Richard WOOLSEY, a son of the Rev. Thomas WOOLSEY, a Baptist preacher in New York and Washington County, VA, and of Thomas' wife Sarah (Sarah PIERCE?), is said to have married Nancy PLUMBSTEAD/PLUMSTEAD of Ulster and Orange County, New York. Is she the daughter of Francis PLUMSTEAD and a sister of Nathaniel PLUMSTEAD of Ulster and Orange Counties, NY? Richard WOOLSEY was in the Revolutionary War, enlisting at New Windsor "on the North river on Hudson's" in 1775/1776. He was at the battle of Long Island, White Plains & "other militia battles" but enlisted in the Continental Line under Capt. John MONTGOMERY and was in Gen. Wooster's Brigade. Richard and Nancy came to Washington County, VA where the Rev. Thomas WOOLSEY was "on the south fork of the Holstein" and then Richard and Nancy came to Pulaski and Jessamine counties, Kentucky. Nancy was 68 years old in 1823. Does any one have documentation on these families? I can document all of above except marriage of Richard WOOLSEY and Nancy PLUMBSTEAD. Thank you.
TAX: WASHINGTON COUNTY, VIRGINIA
1782 Personal Property Tax List
Col. Arthur Campbell's Precinct
[This section of this tax list is faded, and very difficult to read.]
I, Wilford W. Whitaker have been studying the 1782 Tax List of Washington County, Virginia, and have wondered for sometime why the Woolseys do not appear on this list. As I studied the Land and Survey Records and learned who were neighbors of the Woolseys, I have come to the conclusion that they are on this Tax List, but wrongly identified. They should have appeared as living close to Jonathan Dean but they do not. However, there are the following, which should become apparent, in just a little while.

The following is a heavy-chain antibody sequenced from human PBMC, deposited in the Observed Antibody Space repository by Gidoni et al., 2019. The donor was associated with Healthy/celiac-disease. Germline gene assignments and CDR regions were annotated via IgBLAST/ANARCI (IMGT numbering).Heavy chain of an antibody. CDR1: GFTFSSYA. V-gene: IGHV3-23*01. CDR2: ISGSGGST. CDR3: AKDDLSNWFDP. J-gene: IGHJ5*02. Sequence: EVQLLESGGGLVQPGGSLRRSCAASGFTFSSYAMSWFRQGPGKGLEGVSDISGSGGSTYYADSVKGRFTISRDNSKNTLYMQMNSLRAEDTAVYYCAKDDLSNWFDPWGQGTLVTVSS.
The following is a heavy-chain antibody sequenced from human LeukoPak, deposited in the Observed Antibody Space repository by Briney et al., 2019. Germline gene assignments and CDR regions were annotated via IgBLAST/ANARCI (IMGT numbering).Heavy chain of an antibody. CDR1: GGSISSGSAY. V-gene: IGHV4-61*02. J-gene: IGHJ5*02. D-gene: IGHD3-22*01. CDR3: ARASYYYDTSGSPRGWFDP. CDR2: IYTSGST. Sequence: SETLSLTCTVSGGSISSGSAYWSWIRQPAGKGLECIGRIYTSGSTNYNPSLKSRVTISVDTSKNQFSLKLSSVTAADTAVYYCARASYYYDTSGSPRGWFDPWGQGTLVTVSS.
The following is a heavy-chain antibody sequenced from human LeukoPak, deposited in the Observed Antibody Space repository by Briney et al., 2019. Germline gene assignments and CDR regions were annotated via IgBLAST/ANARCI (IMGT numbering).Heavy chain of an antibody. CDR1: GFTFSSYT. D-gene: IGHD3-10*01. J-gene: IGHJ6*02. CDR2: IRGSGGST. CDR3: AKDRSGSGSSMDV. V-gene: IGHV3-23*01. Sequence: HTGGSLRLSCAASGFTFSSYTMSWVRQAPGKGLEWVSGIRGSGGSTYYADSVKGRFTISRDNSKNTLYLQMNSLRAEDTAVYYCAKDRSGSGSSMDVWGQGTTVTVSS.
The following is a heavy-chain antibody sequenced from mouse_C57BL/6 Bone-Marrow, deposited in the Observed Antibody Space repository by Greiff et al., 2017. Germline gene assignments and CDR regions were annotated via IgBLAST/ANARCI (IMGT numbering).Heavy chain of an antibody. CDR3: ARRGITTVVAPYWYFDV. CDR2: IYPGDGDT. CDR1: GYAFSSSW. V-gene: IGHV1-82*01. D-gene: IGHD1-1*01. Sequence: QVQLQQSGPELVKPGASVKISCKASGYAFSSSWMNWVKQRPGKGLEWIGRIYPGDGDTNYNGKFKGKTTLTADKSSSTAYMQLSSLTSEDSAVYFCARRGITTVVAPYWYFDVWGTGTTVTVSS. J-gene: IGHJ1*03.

Listed in the records are
After an exhaustive search, WOLING is not a name that is found in Washington County, Virginia. At this time, I believe that the above Richard & Thomas WOLING is a misreading of Richard [md Nancy Plumbstead.]& Thomas WOOLSEY, the father. - Wilford
In questioning Wilford Whitaker in regards to the burial place of Richard since I could not find a Jessamine County, KY. He replied: "Jessamine County, KY., was formed in 1798 from Fayette County, KY. I have found some records in this county, mainly Richard Woolsey (who married Nancy Plumstead), his Rev. war pension application and the only reference I have found to my great-grandfather Joseph Woolsey who married Abigail Schaeffer.
2010 September 22 FROM Wilford Whitaker
I discovered a Richard Woolsey who lived on the "south side" of the Nolichucky River, but several miles distant from Zephaniah and Sarah Woolsey. Woolsey, a brother of your John Woolsey, who had "settled on the south side of the Nolichucky".